The Righteous Mind: Why Good People are Divided by Politics and Religion, by Jonathan Haidt
With American political rhetoric growing more antagonistic by the day, Jonathan Haidt is one of several thinkers using moral psychology to attempt to foster understanding between the warring factions. In the three sections of The Righteous Mind, he explores the relationship between intuition and morality, the foundations of our moral thinking, and the unifying and divisive effect of morality on society.
In the first chapter, Haidt asks us to rethink our assumptions about the link between pure rationality and ethics. Moral judgements, for Haidt, are purely post-hoc attempts to rationalise decisions that have already been made at an intuitive level. The core motif used for this is a powerful one – the mind is a rider atop the charging elephant that is the gut, with the rider being employed to explain away the intuitive decisions of the elephant. Morality is not an attempt to determine truth, but to bring others around to our way of thinking. Haidt references numerous studies supporting his theories, though perhaps unsurprisingly, his words ring true on an instinctive level. During any debate, particularly one on the subjects of politics or religion, it is likely all participants will hurl out arguments supporting their case, and refuse to change their positions even when these are exhausted.
Haidt’s next chapter expounds the Moral Foundations Theory, in which the six moral receptors that underpin moral thinking are listed, and framed in terms of their evolutionary utility. While many liberals have understood conservatism as pathology, the Moral Foundations theory understands conservatism as a school of thought covering a broader moral range. Liberals are primarily focussed on care and harm, liberty and oppression, while conservatives are also swayed by the importance of loyalty, authority and sanctity. Much of the conflict surrounding extremely divisive issues can be understood on these grounds. Assisted dying, for example, is understood by liberals as a simple matter of care for the patient, and sanctity of life is set aside as almost entirely immaterial.
In the final section, Haidt sets about applying the theories he has thrashed out to political and religious divisions in the US. Here, the New Atheist model of attacking religion is taken to task, and Haidt examines the effects of moral thinking on groups.
The Righteous Mind wisely states its scientific case at great length before venturing into the potentially explosive business of commenting on individual political and religious persuasions. However, critics have suggested that Haidt’s largely favourable view of submission to authority, together with his bent towards moral relativism, have left him open to a charge of apologism for tyranny. Haidt’s model, founded on an understanding of group selection (an evolutionary theory apparently coming back into vogue) recognises the advantage tightly bound, morally homogenous groups have had over more diverse groups. Haidt understands, and even appears to condone parochialism, however in fairness he recognises it is possible for societies, such as Fascist Italy or Nazi Germany to err too heavily on the side of in-group/out-group divisions.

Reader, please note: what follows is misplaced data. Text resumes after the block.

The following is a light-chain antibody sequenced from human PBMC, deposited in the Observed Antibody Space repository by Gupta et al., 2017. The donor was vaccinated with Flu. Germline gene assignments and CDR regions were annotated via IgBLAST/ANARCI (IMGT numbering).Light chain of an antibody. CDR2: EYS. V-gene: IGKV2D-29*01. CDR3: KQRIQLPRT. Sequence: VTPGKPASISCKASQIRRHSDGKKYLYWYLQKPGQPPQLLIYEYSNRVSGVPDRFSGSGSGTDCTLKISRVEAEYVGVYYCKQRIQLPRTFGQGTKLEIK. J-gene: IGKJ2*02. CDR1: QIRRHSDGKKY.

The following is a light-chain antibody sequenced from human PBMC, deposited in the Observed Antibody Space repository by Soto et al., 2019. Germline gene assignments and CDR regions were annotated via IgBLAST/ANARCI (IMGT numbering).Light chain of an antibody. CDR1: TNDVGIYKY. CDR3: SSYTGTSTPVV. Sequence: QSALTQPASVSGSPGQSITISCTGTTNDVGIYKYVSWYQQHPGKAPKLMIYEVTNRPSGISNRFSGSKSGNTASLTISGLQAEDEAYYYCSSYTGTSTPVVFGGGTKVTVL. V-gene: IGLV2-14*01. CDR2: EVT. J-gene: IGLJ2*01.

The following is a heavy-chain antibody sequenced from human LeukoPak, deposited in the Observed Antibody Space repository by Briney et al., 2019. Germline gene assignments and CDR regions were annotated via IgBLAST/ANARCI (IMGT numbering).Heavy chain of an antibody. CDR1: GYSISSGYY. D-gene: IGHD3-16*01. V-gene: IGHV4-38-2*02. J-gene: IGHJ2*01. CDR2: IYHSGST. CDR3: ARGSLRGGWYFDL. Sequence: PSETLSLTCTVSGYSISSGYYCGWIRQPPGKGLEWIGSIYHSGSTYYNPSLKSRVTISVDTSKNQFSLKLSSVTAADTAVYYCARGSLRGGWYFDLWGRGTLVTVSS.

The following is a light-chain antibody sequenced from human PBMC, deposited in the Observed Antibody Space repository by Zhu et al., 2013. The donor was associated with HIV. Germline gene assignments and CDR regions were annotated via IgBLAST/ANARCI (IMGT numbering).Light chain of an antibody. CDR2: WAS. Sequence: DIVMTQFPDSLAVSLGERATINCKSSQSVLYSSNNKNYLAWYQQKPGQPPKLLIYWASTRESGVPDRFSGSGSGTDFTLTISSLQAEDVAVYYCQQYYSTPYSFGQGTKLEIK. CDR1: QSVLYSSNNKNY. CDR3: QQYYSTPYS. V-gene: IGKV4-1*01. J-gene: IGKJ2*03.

While Haidt writes as an American addressing American problems, there are some fascinating sections on the core differences between WEIRD (Western, educated, industrialised, rich, democratic) morality and the rest of the world’s moral thinking. To us WEIRDoes, it seems self-evident that the individual belongs at the heart of any moral or political theory. However, elsewhere in the world, the individual is less significant than the community or divine law. This is not simply a matter of superficial ethical differences; for Haidt, we understand morality within entirely different frames of reference, or matrices, which blind us to the matrices of others.
Perhaps the greatest strength of The Righteous Mind is its accessibility. While Haidt draws heavily upon Durkheimian sociology, Darwinian evolutionary theory, and Humean and Kantian philosophy, it will be possible for readers without any grounding in these subjects to grasp the import of his arguments. Aided by his succinct “In Sum” sections, Haidt makes his case clearly and concisely throughout.
Overall, The Righteous Mind is a fascinating text: cogently argued, relatively easy to understand, and considerate towards both sides of the political divide. While Haidt is much stronger on understanding the mind than on solutions to the problem of poisonous rhetoric, his book will be of tremendous value to anyone looking to understand their political adversaries.